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#GPnews: Which? Magazine gives ‘top tips’ for patients to get most out of GP appointments

17:00 Which? Magazine has put together a top-tips article to help time-pressured GPs and anxious patients get the most out of a ten-minute appointment.

The magazine spoke to 15 GPs and has compiled their responses into 10 ways to address common consultation contentions.

The full article can be read here, but the top issues are:

1. Love your receptionist

2. See the right person for your treatment

3. Think like a GP

4. Prioritise your symptoms

5. Get to the point

6. Give a recap

7. What happened, when?

8. It’s OK to suggest treatment ideas

9. Check your understanding

10. Raise small concerns early

And one for good luck, which Which? Describes as one of GPs’ most mentioned ‘time gobblers’, it asks all patients to ‘Wear clothes that make examination easier – for example, loose trousers to show the GP your knee’.


12:15  Women in labour are far more likely to be turned away from maternity units at weekends and during summer holidays, the Institute for Fiscal Studies has found. 

The Telegraph reports that the study from the think-tank shows that wards are 30 per cent more likely to shut their doors to new arrivals towards the end of the week, with too few midwives to run services safely.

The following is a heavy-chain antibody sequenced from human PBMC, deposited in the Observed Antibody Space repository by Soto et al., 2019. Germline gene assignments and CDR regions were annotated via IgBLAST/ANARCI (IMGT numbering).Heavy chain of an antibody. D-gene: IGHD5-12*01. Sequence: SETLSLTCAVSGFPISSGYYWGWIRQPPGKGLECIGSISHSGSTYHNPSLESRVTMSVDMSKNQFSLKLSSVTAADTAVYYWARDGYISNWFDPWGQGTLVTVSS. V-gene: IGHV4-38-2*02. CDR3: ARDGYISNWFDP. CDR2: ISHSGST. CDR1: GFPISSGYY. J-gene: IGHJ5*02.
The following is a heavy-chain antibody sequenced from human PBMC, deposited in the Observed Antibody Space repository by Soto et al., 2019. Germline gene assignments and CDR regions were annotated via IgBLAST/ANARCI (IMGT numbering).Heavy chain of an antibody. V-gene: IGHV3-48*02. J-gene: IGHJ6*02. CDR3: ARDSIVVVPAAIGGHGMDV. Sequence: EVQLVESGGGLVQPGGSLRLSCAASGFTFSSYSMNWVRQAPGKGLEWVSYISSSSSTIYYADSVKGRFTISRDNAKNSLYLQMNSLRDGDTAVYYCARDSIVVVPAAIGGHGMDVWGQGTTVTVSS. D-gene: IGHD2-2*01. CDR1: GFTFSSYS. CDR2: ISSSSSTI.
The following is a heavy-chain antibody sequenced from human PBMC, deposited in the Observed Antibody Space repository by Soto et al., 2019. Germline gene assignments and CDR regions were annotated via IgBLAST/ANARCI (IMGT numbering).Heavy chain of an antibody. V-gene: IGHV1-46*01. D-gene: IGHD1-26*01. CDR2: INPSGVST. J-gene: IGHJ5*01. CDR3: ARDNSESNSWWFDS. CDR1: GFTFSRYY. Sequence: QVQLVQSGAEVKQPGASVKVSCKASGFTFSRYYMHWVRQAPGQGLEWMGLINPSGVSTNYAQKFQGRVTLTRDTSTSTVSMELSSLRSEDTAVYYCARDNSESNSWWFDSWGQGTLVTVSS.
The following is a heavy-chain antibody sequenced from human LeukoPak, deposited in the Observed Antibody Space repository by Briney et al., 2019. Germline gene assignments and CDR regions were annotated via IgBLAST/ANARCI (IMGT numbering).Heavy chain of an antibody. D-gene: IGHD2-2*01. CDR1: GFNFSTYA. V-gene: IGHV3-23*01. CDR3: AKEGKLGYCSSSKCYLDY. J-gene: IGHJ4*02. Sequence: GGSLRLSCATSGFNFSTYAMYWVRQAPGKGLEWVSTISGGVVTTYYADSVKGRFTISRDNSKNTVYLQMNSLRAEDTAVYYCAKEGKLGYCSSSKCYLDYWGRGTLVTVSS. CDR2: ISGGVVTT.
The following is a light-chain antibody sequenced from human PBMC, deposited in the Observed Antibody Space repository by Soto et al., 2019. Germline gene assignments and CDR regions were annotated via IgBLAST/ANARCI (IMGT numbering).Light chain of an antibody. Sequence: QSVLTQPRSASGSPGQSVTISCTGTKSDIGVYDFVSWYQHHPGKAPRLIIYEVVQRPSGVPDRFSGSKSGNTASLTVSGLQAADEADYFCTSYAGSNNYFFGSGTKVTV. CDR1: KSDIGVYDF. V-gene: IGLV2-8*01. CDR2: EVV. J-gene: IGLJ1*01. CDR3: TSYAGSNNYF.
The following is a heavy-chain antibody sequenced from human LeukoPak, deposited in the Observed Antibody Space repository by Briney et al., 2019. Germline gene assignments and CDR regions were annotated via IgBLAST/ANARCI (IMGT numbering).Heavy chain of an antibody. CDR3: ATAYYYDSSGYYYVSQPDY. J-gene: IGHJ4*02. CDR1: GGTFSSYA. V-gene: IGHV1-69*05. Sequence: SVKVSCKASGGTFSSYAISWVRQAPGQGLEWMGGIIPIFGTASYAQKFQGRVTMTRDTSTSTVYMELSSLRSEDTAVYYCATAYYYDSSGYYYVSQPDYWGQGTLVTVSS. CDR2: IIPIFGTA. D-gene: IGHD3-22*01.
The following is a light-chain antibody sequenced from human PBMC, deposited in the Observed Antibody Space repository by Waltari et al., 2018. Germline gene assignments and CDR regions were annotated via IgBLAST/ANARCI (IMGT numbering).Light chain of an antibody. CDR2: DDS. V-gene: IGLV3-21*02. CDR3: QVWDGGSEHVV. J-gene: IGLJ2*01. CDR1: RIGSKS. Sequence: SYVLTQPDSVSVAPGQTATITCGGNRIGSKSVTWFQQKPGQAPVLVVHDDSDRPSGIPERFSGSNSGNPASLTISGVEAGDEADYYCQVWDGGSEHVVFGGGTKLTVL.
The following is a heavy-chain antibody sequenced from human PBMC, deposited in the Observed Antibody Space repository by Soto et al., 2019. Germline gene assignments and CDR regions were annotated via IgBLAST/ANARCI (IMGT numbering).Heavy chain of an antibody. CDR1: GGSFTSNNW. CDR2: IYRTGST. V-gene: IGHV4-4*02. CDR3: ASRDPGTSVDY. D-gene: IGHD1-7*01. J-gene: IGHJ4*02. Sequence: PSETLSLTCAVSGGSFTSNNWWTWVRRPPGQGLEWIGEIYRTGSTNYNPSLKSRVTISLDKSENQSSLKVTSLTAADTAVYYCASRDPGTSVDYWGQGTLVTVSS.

Freedom of Information requests reveal between 2011 and 2015, delivery wards were shut 2,268 times – meaning women were turned away on 567 occasions annually.


9.40 The BBC reports that the Government is set to accept recommendations for an above 1% pay rise for police and prison officers, after considering the recommendations of the independent bodies responsible for advising on their remuneration.

This would be the first group to benefit from a growing backlash over public sector workers pay restraint since the austerity measures brought in with pay freezes in 2011 and 2012.

The affirmation of the pay rise for this group is expected to be followed by Treasury guidance saying that other review bodies, like the Doctors and Dentists Remuneration Board (DDRB), should take into account recruitment difficulties when advising on pay uplift.

The BBC reports: ’The Institute for Fiscal Studies has said raising pay in line with inflation for the next three or four years would cost £6bn to £7bn more than continuing with the current policy.’

It comes as MPs are set to vote on the issue of public sector pay on Wednesday.

Labour leader Jeremy Corbyn took to social media to ask Conservative MPs to vote down further restraint.